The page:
“A lot of people don’t play games – but they play Angry Birds, so we are widening the market,” Vesterbacka, co-developer of the cult gaming phenomenon at Finnish parent company Rovio, told an audience.
“Brands can get a lot more bang for their buck with us than any TV show. We want to deliver amazing results for brands and not just stick a logo somewhere in a game.”
He claimed that there was a disproportionate media spend on gaming compared with TV as media: “It’s totally unfair – it won’t work in the future, and we want agencies to fix it,” he said.
Vesterbacka revealed that Rovio anticipated that the game would have a billion fans in the next two years, compared with the 250 million downloads recorded up until June this year.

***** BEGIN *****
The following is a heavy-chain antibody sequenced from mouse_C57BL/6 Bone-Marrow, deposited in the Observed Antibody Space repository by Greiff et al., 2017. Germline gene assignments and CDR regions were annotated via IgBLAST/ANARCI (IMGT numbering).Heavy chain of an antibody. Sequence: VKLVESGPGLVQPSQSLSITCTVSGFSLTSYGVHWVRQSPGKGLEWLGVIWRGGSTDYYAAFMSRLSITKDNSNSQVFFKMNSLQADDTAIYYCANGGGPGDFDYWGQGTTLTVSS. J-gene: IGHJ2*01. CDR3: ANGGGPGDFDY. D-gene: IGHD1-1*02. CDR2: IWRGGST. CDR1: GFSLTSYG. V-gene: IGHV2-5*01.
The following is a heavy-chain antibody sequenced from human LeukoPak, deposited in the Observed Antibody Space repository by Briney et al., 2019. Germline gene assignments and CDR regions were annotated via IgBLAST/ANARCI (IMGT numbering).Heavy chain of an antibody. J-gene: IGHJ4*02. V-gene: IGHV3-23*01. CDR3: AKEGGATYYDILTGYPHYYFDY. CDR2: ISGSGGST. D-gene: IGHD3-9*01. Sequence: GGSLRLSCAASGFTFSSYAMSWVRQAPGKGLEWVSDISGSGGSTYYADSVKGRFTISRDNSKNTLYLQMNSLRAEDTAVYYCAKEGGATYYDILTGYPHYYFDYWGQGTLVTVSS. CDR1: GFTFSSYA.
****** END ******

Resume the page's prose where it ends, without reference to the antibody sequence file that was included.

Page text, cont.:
He said future developments included multiple player capability, and the bird characters in new scenarios akin to Super Mario characters moving into extensions such as Mario Kart.
Vesterbacka hinted that users may soon be able to design and submit ideas for a new level of the game, like what the brand did for a six-year-old user named Ethan who drew his own idea of a level which the company then made.
Launching in China is also on Rovio’s agenda. “We are planning a big push into China. We are in the country’s 3 most copied brands, and next year, we want to be the most copied,” he joked.
He also suggested the launch of an Angry Birds currency system similar to Facebook credits with the remark: “Hold onto your stars (earned at each level completed), because they will be valuable at some point.”